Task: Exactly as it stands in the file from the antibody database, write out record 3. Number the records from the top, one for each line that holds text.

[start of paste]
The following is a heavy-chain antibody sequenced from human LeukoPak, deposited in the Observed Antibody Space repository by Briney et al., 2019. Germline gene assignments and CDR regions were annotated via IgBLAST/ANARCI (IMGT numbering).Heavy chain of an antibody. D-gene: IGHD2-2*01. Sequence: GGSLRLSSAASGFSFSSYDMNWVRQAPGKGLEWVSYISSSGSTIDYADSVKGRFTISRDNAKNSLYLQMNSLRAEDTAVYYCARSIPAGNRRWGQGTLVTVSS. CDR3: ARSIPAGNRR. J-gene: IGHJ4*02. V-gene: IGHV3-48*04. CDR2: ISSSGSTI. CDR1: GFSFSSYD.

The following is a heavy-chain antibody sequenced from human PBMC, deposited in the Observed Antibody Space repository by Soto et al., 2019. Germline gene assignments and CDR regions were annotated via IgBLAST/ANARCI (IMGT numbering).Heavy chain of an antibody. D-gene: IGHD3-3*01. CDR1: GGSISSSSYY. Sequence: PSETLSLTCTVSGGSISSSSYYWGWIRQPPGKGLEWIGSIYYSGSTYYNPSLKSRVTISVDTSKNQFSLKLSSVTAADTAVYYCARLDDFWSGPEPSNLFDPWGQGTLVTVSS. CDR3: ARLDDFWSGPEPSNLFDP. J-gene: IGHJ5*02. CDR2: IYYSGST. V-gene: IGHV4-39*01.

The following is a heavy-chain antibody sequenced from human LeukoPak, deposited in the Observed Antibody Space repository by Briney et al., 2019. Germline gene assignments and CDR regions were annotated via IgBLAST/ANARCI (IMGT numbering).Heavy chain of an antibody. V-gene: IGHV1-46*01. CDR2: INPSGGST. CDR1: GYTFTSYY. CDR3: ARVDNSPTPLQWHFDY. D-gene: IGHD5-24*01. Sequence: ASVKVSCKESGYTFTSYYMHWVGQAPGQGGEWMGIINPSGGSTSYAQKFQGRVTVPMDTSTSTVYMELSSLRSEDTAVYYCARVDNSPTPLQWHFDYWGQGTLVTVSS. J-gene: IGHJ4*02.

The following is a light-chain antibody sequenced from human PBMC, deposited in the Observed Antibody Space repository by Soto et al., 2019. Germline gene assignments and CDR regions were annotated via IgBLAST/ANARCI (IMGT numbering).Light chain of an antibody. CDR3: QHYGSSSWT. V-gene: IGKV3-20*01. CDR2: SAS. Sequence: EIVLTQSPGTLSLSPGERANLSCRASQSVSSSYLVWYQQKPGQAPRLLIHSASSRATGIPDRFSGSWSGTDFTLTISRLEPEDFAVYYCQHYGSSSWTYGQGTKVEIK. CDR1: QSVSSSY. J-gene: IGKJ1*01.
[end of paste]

The following is a heavy-chain antibody sequenced from human LeukoPak, deposited in the Observed Antibody Space repository by Briney et al., 2019. Germline gene assignments and CDR regions were annotated via IgBLAST/ANARCI (IMGT numbering).Heavy chain of an antibody. V-gene: IGHV1-46*01. CDR2: INPSGGST. CDR1: GYTFTSYY. CDR3: ARVDNSPTPLQWHFDY. D-gene: IGHD5-24*01. Sequence: ASVKVSCKESGYTFTSYYMHWVGQAPGQGGEWMGIINPSGGSTSYAQKFQGRVTVPMDTSTSTVYMELSSLRSEDTAVYYCARVDNSPTPLQWHFDYWGQGTLVTVSS. J-gene: IGHJ4*02.